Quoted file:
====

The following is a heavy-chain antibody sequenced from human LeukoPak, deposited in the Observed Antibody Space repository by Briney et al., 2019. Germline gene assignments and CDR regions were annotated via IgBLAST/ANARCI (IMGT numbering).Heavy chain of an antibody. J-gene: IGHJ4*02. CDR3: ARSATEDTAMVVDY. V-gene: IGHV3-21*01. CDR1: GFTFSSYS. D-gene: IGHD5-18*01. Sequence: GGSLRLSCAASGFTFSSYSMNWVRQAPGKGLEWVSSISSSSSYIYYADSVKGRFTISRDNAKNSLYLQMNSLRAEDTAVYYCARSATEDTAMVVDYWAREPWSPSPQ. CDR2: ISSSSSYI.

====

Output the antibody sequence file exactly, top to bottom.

The following is a heavy-chain antibody sequenced from human LeukoPak, deposited in the Observed Antibody Space repository by Briney et al., 2019. Germline gene assignments and CDR regions were annotated via IgBLAST/ANARCI (IMGT numbering).Heavy chain of an antibody. J-gene: IGHJ4*02. CDR3: ARSATEDTAMVVDY. V-gene: IGHV3-21*01. CDR1: GFTFSSYS. D-gene: IGHD5-18*01. Sequence: GGSLRLSCAASGFTFSSYSMNWVRQAPGKGLEWVSSISSSSSYIYYADSVKGRFTISRDNAKNSLYLQMNSLRAEDTAVYYCARSATEDTAMVVDYWAREPWSPSPQ. CDR2: ISSSSSYI.